Amazon Private Labels: Women’s Clothing Analysis
Women’s clothing is an important category for Amazon and it continues to heavily invest in it. Women’s clothing brands account for more than 41% of Amazon’s private-label brands (and 53% of clothing brands).
One likely reason Amazon is moving into Women’s fashion is that higher-income women constitute an important segment of its customer base.
The chart below shows the distribution of brands across the clothing category
Amazon Basics is a largely commoditized line of basic essentials like batteries and chargers. The department coverage for Amazon Basics is impressive with the brand present in 22 categories.
Amazon Basics has a total of 1,308 products available on Amazon.com (as of June 2021).
With the data Amazon owns, it is easy for Amazon to gain profits by enhancing these products in search results and pricing them to sell. Psychologically, a customer is likely to buy a similarly rated brand that shows up higher in the results if it is also priced lower.
Amazon has also expanded its Basic Care line with products in the Baby, Beauty & Personal Care, and Health & Household categories.
Price and Rating Breakdown for Amazon Basics
Amazon Basics Pricing:
75% of Amazon Basics products are priced under $50 and the average price of an Amazon Basics product is $45.61.
Amazon Basics is favorable for money-conscious consumers, which can be challenging for other sellers. If a certain product line becomes too successful, Amazon is likely to create their own private label version of the products, thereby increasing the competition faced by the sellers.
Amazon Basics Rating:
The pie chart below shows the number of products within a range of ratings.
More than 98% of products are rated 3 and above. Whereas, around 91% of products have a rating between 4 to 5 stars. This shows that even though Amazon Basics products are pocket-friendly, they do not compromise when it comes to quality.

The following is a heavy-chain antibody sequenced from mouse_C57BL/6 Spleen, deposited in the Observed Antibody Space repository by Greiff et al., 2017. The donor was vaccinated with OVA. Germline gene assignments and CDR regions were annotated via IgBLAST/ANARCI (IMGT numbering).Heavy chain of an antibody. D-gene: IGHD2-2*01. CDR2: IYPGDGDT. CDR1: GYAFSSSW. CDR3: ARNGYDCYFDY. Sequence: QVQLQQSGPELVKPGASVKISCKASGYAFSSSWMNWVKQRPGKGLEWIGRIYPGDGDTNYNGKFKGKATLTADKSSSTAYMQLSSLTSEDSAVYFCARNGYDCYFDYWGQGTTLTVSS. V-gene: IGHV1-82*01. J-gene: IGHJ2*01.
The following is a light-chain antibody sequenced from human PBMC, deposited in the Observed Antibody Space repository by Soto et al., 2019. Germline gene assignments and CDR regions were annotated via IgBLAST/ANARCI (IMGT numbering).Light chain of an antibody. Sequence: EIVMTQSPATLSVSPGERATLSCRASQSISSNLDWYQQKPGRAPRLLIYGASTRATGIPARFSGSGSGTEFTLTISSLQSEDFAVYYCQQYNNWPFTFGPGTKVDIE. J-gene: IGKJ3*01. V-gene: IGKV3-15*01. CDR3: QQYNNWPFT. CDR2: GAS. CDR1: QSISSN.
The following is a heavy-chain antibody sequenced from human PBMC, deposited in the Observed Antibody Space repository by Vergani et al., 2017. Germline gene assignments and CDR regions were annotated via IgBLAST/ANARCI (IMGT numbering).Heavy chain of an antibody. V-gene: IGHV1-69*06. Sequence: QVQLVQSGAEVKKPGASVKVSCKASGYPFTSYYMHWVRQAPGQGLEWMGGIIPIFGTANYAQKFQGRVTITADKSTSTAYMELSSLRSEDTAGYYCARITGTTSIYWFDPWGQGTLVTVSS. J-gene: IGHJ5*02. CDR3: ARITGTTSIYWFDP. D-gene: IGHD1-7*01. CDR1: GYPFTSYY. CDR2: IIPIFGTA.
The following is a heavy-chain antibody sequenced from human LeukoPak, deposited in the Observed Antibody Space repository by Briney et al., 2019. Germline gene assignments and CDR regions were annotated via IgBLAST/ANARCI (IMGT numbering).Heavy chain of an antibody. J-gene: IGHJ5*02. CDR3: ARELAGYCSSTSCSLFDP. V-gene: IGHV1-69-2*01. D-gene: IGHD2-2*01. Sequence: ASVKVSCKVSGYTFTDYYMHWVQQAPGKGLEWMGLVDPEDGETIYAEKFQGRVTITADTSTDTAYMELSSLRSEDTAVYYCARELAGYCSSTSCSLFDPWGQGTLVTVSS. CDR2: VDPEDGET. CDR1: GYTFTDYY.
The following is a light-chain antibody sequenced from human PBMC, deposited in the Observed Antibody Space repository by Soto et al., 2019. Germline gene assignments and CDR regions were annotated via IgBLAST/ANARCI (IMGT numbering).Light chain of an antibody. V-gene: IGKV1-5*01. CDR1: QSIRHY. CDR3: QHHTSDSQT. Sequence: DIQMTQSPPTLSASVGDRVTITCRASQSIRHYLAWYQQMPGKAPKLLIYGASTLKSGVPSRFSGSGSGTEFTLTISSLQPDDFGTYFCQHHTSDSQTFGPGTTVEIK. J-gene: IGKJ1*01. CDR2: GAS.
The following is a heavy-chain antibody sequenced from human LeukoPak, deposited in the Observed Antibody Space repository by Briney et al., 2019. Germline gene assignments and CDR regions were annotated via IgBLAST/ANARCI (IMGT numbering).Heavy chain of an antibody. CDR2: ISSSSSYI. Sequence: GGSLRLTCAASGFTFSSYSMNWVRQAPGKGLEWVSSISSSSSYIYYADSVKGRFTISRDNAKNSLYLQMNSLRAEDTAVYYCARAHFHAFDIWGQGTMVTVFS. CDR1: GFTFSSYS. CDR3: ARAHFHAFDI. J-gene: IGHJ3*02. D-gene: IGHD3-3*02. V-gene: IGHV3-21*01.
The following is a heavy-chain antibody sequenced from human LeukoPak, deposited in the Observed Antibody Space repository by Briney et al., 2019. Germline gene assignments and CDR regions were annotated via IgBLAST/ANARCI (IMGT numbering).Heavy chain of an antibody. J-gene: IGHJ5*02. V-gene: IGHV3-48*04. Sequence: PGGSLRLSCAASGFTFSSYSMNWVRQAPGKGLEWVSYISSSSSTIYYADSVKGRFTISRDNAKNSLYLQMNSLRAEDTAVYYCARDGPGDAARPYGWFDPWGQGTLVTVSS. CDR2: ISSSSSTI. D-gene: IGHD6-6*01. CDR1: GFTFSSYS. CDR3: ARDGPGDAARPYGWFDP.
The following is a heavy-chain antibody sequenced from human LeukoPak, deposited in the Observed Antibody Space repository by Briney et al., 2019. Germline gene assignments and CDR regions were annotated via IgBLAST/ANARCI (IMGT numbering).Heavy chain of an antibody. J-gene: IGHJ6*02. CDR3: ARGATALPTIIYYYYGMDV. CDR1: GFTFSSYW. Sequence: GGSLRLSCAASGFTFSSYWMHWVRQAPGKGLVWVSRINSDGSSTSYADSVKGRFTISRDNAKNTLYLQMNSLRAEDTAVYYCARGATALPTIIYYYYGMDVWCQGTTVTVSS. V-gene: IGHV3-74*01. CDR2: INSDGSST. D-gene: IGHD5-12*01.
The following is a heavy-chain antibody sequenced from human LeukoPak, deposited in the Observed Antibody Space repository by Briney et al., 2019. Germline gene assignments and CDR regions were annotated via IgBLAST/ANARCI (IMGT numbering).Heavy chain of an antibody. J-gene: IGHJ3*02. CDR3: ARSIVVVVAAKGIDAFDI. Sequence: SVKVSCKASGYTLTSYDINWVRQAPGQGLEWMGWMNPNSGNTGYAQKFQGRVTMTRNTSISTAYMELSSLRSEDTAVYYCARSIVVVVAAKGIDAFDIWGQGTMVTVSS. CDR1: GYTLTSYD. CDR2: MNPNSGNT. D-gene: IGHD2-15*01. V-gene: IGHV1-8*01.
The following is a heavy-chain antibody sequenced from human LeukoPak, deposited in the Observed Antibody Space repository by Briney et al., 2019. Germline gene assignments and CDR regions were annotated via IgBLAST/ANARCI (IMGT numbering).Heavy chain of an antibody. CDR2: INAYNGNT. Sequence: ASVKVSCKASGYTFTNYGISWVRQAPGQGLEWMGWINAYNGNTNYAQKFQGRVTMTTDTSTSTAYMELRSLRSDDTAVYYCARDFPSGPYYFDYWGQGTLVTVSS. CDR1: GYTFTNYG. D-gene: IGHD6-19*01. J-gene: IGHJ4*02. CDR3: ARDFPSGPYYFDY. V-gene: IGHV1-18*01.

Expansion of Amazon Exclusive
Lately, Amazon has shifted its focus from private label to exclusive brands. Under the “Amazon Exclusive” tag they allow outside brand manufacturers to sell their products exclusively through Amazon. The e-commerce giant has been relying on established brand manufacturers to create in-house brands, as creating private label brands is too costly and time-consuming. Brands that work with Amazon get their products marketed by Amazon for free and get prioritized in search results.
Amazon offers 16,386 products under its Amazon Exclusive brands. The most number of products are under the category ‘Food’, followed by ‘Healthcare and Beauty’ and ‘Furniture’.
What’s Next for Private Labels
After decades of e-commerce dominance and consumer data collection, Amazon knows exactly when, why, and how people are buying. It appears to be using that intelligence to kick its private-label launches into high gear. Customers are prioritizing price in their buying decisions, and Amazon is trying to offer products similar to their brand competitors at a reasonable value. This has led them to venture into new services such as Amazon Storefronts, Launchpad and Handmade.
While most brands struggle to identify products that could end up being successful, Amazon already knows what is successful and with its market dominance ensures that the products they do launch end up being commercial successes.
Amazon private labels have a huge opportunity for growth. If executed right, private labels can produce potentially high margins. But they are facing competition from Walmart (29,153 products) and Kroger (more than 8,000 products) who currently sell more private label products than Amazon.